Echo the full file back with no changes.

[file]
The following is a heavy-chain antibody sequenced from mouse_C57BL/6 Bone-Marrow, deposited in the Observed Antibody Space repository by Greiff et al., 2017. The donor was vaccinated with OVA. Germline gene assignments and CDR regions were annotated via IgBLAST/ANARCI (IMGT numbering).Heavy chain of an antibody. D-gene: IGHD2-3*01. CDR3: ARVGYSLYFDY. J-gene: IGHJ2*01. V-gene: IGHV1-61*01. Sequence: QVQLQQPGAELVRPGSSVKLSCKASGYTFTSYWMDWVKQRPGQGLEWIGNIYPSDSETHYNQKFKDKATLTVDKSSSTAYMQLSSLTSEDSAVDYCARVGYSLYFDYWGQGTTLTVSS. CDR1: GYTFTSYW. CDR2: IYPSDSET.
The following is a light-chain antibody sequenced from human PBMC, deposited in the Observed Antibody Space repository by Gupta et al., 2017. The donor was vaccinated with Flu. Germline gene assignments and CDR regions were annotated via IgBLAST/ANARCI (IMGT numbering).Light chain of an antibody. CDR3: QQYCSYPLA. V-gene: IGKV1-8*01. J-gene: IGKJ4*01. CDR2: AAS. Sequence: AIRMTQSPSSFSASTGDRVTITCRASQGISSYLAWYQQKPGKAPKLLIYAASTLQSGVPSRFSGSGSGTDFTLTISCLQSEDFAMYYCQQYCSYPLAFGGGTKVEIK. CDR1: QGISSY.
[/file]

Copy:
The following is a heavy-chain antibody sequenced from mouse_C57BL/6 Bone-Marrow, deposited in the Observed Antibody Space repository by Greiff et al., 2017. The donor was vaccinated with OVA. Germline gene assignments and CDR regions were annotated via IgBLAST/ANARCI (IMGT numbering).Heavy chain of an antibody. D-gene: IGHD2-3*01. CDR3: ARVGYSLYFDY. J-gene: IGHJ2*01. V-gene: IGHV1-61*01. Sequence: QVQLQQPGAELVRPGSSVKLSCKASGYTFTSYWMDWVKQRPGQGLEWIGNIYPSDSETHYNQKFKDKATLTVDKSSSTAYMQLSSLTSEDSAVDYCARVGYSLYFDYWGQGTTLTVSS. CDR1: GYTFTSYW. CDR2: IYPSDSET.
The following is a light-chain antibody sequenced from human PBMC, deposited in the Observed Antibody Space repository by Gupta et al., 2017. The donor was vaccinated with Flu. Germline gene assignments and CDR regions were annotated via IgBLAST/ANARCI (IMGT numbering).Light chain of an antibody. CDR3: QQYCSYPLA. V-gene: IGKV1-8*01. J-gene: IGKJ4*01. CDR2: AAS. Sequence: AIRMTQSPSSFSASTGDRVTITCRASQGISSYLAWYQQKPGKAPKLLIYAASTLQSGVPSRFSGSGSGTDFTLTISCLQSEDFAMYYCQQYCSYPLAFGGGTKVEIK. CDR1: QGISSY.